The investment will also prepare the Parkville precinct for future redevelopment including upgrades to the Royal Melbourne and Royal Women’s hospitals, where the future focus will be on emergency, trauma and acute care.

As part of the Government’s iconic level crossing removal program, another 25 dangerous and congested death traps will be removed across Melbourne – taking the total to 110 to be removed by 2030.

This $6.5 billion investment will keep workers in thousands of construction jobs, free up local roads and get more Victorians home to their families sooner.

Investments to help meet Victoria’s net-zero target include $83.8 million to unlock offshore wind generation, slash emissions and create jobs.

Even amid the economic shock of the COVID-19 pandemic, the Government has overseen the greatest surge in jobs in Victoria’s history, with more than 313,000 new jobs being created since September 2020 – eight in 10 of them full-time.

Victoria’s unemployment rate is near a 50-year low, at 3.5 per cent. Regional unemployment has more than halved since November 2014 and sits at 2.9 per cent – the lowest rate in the nation.

Victoria is the fastest growing state in the country, with the ABS reporting State Final Demand growth in Victoria for 2021-22 some 40 per cent higher than the national average.

The Update shows that Gross State Product (GSP) grew by 5 per cent in 2021-22 and is forecast to increase by 3 per cent in 2022-23.

The Government’s operating cash surplus is forecast to more than double from this year to reach $5.3 billion in 2025-26.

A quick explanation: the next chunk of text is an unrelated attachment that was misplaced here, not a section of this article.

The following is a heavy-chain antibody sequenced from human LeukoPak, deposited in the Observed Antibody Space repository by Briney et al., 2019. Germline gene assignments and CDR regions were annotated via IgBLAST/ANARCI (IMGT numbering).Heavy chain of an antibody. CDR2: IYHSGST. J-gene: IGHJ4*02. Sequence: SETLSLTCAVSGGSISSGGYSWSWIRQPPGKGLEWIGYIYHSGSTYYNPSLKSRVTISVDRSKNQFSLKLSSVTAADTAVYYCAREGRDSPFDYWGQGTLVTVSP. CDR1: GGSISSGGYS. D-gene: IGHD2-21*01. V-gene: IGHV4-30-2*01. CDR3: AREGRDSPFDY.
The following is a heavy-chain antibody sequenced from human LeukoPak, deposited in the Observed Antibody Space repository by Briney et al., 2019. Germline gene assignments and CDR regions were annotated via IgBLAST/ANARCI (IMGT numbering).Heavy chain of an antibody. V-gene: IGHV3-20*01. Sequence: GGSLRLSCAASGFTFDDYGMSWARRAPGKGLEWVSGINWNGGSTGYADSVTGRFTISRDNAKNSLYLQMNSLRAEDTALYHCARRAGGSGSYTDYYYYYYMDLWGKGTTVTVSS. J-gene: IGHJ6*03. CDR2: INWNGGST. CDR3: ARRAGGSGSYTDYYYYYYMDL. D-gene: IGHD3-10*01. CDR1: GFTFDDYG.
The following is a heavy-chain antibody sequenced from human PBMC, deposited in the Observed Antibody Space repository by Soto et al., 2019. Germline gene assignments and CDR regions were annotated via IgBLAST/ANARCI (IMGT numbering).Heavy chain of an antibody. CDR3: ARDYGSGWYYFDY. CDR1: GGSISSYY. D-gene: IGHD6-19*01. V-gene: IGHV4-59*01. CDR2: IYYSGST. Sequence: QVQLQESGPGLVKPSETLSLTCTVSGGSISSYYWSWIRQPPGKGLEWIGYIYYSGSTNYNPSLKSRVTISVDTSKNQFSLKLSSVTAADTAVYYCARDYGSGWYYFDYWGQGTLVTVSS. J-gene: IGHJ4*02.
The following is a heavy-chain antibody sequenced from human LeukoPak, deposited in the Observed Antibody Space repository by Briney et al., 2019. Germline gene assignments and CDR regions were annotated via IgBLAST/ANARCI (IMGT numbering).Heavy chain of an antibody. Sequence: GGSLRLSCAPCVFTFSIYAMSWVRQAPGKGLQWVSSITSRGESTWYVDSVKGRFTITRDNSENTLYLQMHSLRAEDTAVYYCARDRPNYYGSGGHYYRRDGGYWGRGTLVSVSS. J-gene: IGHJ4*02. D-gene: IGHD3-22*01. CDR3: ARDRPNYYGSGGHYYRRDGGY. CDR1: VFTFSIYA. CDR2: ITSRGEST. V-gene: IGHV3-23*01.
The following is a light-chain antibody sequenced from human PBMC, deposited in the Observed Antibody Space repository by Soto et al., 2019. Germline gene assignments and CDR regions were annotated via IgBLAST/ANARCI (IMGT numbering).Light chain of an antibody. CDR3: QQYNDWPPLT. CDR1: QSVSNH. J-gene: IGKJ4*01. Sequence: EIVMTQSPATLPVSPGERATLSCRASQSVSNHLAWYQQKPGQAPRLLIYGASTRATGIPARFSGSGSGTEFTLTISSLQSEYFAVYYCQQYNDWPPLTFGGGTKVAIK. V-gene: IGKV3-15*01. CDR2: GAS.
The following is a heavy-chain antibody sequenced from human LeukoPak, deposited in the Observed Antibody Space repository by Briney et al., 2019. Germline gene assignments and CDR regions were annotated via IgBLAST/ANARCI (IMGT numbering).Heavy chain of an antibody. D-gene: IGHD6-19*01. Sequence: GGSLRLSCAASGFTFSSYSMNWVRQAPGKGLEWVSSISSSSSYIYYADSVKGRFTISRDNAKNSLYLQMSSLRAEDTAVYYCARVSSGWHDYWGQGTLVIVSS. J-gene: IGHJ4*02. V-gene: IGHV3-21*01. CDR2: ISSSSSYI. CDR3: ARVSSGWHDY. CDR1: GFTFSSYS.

Revenue has recovered strongly following the impact of the pandemic and is expected to be $81.4 billion in 2022-23. Expenditure is forecast to be $91.1 billion – a fall of 5.9 per cent in 12 months – followed by increases averaging0.5 per cent a year over the forward estimates.

Government infrastructure investment is expected to average $21.6 billion a year over the budget and forward estimates as Victoria’s unprecedented Big Build continues. Since 2014, the Government’s infrastructure investment alone has supported, or will continue to support, more than 191,000 jobs.

Net debt is projected to be $165.4 billion in June 2026, $2.1 billion lower than forecast in May, and will be lower in each year of the forward estimates than was previously predicted.

The NAB Monthly Business Survey for September showed business confidence in Victoria was the highest among all the states while business conditions were near the best on record.

Quotes attributable to Treasurer Tim Pallas

“We had a plan to ensure our state’s economic recovery – today’s budget update shows it is working.”

“Labor Governments invest in the people and the projects we need to grow the economy – without the savage cuts we’ve seen time and time again from Matthew Guy’s Liberals.”

“Make no mistake – Victorian jobs are on the ballot. The Liberals’ plans to audit every major project would mean cuts and closures that would hurt Victorian families and put our whole economic recovery at risk.”

Reviewed 31 October 2022